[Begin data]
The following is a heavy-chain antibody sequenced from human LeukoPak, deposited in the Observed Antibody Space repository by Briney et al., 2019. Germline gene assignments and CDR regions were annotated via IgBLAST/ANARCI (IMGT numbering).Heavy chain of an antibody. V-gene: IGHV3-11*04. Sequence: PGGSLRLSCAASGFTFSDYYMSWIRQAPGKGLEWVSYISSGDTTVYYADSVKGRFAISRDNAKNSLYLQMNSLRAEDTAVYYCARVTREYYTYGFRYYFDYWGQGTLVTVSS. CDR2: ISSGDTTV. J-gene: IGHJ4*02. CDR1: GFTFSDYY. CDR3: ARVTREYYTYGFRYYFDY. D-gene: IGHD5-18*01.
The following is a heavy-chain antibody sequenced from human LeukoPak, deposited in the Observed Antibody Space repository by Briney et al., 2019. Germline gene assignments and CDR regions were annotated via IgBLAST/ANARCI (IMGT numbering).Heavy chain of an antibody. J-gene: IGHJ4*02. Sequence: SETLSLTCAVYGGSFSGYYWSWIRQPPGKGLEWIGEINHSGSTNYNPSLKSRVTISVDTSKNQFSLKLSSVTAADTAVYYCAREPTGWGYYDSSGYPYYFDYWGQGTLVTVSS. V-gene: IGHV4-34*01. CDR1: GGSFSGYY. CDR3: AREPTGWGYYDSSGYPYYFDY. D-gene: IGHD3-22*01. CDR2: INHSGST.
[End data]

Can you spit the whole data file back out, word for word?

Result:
The following is a heavy-chain antibody sequenced from human LeukoPak, deposited in the Observed Antibody Space repository by Briney et al., 2019. Germline gene assignments and CDR regions were annotated via IgBLAST/ANARCI (IMGT numbering).Heavy chain of an antibody. V-gene: IGHV3-11*04. Sequence: PGGSLRLSCAASGFTFSDYYMSWIRQAPGKGLEWVSYISSGDTTVYYADSVKGRFAISRDNAKNSLYLQMNSLRAEDTAVYYCARVTREYYTYGFRYYFDYWGQGTLVTVSS. CDR2: ISSGDTTV. J-gene: IGHJ4*02. CDR1: GFTFSDYY. CDR3: ARVTREYYTYGFRYYFDY. D-gene: IGHD5-18*01.
The following is a heavy-chain antibody sequenced from human LeukoPak, deposited in the Observed Antibody Space repository by Briney et al., 2019. Germline gene assignments and CDR regions were annotated via IgBLAST/ANARCI (IMGT numbering).Heavy chain of an antibody. J-gene: IGHJ4*02. Sequence: SETLSLTCAVYGGSFSGYYWSWIRQPPGKGLEWIGEINHSGSTNYNPSLKSRVTISVDTSKNQFSLKLSSVTAADTAVYYCAREPTGWGYYDSSGYPYYFDYWGQGTLVTVSS. V-gene: IGHV4-34*01. CDR1: GGSFSGYY. CDR3: AREPTGWGYYDSSGYPYYFDY. D-gene: IGHD3-22*01. CDR2: INHSGST.